Google employees criticize removal of Navalny app

Google employees are criticizing the removal of a voting app associated with Russian opposition leader Alexei Navalny just as the Russian parliamentary elections began.

Google and Apple on Friday removed an app called Smart Voting that advocated for candidates who opposed the Russian government after the companies received threats of fines and criminal persecution by the Russian government. 

Internal Google forums and memegen, a messaging app that has been used for previous employee protests at Google, had images and messages seen by Bloomberg criticizing the company for bowing down to Russia's demands. 

One image showed a man reading a magazine with the phrase "Putin the user first" on the picture. Another image mocked Google's slogan of making information "universally accessible and useful."

The image showed a map of all the places where the app was allowed with every country having "universally accessible" over it, besides Russia where it only said "useful."

"They were pretty good at standing up to this stuff in the past," William Echikson, head of Google's free expression policy in Europe from 2008 to 2015, told Bloomberg. "But perhaps there's not the same idealism at the company any more. I suspect that standing up to governments is just not top of the list of their priorities."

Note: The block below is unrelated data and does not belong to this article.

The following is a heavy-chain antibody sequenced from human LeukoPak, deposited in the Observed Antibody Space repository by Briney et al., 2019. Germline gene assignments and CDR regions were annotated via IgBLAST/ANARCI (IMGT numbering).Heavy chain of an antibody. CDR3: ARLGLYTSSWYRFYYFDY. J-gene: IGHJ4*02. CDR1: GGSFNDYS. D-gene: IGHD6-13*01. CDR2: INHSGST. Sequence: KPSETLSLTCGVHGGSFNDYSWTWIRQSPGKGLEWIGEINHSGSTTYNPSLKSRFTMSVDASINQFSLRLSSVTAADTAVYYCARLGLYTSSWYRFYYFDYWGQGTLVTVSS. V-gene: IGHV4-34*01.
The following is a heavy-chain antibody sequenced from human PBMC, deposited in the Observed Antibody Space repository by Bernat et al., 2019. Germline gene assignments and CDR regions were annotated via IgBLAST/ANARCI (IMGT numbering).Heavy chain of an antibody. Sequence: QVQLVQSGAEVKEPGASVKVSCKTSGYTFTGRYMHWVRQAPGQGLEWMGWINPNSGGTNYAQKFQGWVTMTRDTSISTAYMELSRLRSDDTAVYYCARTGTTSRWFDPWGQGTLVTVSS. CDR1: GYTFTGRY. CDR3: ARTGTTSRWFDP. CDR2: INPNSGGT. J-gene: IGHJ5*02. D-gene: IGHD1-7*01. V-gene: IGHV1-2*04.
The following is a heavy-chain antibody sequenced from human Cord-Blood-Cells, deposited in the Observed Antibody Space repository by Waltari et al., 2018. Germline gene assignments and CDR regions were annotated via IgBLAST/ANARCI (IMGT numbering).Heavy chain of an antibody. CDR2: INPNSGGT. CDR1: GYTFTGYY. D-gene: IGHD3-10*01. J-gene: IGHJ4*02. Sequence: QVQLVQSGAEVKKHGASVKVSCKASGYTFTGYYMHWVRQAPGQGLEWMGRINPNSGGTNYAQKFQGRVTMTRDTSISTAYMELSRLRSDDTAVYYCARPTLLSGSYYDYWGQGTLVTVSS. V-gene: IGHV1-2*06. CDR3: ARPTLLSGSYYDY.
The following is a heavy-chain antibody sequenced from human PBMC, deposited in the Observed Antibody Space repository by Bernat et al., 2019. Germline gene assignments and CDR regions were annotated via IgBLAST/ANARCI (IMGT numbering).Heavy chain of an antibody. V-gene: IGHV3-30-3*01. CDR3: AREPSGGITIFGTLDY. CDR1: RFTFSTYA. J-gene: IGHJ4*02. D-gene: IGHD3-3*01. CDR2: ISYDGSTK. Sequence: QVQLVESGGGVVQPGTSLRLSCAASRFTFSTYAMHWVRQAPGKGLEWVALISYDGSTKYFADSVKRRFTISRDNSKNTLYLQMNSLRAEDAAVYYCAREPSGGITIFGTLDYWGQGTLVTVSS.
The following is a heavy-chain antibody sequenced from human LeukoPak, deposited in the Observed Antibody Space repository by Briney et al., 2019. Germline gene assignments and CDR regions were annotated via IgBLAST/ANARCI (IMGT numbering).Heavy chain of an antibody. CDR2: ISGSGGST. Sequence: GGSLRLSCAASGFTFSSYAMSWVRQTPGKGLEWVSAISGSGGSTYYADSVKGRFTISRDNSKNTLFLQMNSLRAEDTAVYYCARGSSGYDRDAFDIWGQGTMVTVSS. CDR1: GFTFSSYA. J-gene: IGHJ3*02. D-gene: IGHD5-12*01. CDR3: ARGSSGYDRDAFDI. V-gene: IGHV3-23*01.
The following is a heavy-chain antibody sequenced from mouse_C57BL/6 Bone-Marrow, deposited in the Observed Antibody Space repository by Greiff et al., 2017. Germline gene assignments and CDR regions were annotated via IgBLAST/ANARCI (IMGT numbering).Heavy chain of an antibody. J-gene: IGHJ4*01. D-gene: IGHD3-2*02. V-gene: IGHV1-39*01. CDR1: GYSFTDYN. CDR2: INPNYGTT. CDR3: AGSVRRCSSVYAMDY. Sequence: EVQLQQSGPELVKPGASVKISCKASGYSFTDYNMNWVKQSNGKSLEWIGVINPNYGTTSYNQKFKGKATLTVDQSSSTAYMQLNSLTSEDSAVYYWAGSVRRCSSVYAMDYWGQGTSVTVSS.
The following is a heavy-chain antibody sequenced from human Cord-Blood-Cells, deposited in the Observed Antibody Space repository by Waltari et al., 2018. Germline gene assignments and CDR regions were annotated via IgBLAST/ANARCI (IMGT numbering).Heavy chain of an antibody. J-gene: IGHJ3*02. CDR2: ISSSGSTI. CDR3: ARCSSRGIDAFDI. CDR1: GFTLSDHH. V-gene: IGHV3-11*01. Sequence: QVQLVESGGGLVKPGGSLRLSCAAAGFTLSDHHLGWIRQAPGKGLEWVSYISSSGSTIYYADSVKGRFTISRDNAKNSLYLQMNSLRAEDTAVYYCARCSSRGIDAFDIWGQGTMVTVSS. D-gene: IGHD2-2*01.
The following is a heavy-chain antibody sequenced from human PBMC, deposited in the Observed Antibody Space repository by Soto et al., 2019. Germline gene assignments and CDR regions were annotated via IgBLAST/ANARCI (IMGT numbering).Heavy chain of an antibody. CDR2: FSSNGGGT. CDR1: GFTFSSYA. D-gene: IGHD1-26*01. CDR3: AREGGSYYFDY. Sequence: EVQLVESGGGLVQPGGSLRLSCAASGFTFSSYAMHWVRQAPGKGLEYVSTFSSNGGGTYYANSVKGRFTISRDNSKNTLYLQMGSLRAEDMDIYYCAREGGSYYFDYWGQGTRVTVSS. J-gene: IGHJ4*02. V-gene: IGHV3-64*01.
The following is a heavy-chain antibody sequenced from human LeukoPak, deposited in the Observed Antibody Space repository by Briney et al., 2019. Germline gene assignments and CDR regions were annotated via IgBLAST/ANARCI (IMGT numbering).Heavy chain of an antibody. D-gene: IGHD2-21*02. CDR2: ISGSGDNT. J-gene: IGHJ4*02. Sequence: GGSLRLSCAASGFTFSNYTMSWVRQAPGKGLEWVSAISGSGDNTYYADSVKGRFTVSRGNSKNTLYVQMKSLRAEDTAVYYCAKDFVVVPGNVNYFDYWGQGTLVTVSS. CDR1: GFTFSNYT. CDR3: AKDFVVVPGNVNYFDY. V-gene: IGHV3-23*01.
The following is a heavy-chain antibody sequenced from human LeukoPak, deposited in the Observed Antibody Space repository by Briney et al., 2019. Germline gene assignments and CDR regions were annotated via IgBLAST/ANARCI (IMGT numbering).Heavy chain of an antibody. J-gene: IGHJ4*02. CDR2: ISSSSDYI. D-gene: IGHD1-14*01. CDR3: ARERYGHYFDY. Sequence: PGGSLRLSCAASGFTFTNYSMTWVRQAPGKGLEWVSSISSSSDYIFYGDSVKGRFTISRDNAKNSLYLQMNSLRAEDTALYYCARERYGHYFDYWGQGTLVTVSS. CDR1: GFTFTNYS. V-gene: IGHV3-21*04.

"The company has changed," he added. "It's run by pragmatists now." 

Russia claimed Google and Apple were engaging in election interference by not removing the app with Russian President Vladimir Putin's administration welcoming the move to remove the app by the company. 

Russia has been cracking down on all opposition to Putin ahead of the parliamentary elections, arresting many opposition leaders and going after media outlets who oppose the regime. 

The Hill has reached out to Google for comment.